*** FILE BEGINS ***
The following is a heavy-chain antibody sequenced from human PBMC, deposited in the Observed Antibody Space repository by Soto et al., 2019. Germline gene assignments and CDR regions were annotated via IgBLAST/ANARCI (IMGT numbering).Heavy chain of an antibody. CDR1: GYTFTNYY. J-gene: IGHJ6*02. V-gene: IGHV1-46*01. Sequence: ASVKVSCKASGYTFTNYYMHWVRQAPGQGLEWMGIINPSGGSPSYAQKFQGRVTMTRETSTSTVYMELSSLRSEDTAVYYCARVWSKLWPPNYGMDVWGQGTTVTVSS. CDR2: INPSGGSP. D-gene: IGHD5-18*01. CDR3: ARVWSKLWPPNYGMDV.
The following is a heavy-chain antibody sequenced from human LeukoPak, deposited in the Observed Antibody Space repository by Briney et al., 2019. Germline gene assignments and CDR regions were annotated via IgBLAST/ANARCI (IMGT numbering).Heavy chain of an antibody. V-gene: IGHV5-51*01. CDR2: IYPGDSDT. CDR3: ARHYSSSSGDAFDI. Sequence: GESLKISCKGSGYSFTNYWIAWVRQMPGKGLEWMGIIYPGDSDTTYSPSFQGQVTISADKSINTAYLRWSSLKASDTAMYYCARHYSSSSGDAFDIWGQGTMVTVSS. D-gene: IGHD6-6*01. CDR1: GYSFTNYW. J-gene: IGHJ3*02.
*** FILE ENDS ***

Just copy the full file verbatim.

The following is a heavy-chain antibody sequenced from human PBMC, deposited in the Observed Antibody Space repository by Soto et al., 2019. Germline gene assignments and CDR regions were annotated via IgBLAST/ANARCI (IMGT numbering).Heavy chain of an antibody. CDR1: GYTFTNYY. J-gene: IGHJ6*02. V-gene: IGHV1-46*01. Sequence: ASVKVSCKASGYTFTNYYMHWVRQAPGQGLEWMGIINPSGGSPSYAQKFQGRVTMTRETSTSTVYMELSSLRSEDTAVYYCARVWSKLWPPNYGMDVWGQGTTVTVSS. CDR2: INPSGGSP. D-gene: IGHD5-18*01. CDR3: ARVWSKLWPPNYGMDV.
The following is a heavy-chain antibody sequenced from human LeukoPak, deposited in the Observed Antibody Space repository by Briney et al., 2019. Germline gene assignments and CDR regions were annotated via IgBLAST/ANARCI (IMGT numbering).Heavy chain of an antibody. V-gene: IGHV5-51*01. CDR2: IYPGDSDT. CDR3: ARHYSSSSGDAFDI. Sequence: GESLKISCKGSGYSFTNYWIAWVRQMPGKGLEWMGIIYPGDSDTTYSPSFQGQVTISADKSINTAYLRWSSLKASDTAMYYCARHYSSSSGDAFDIWGQGTMVTVSS. D-gene: IGHD6-6*01. CDR1: GYSFTNYW. J-gene: IGHJ3*02.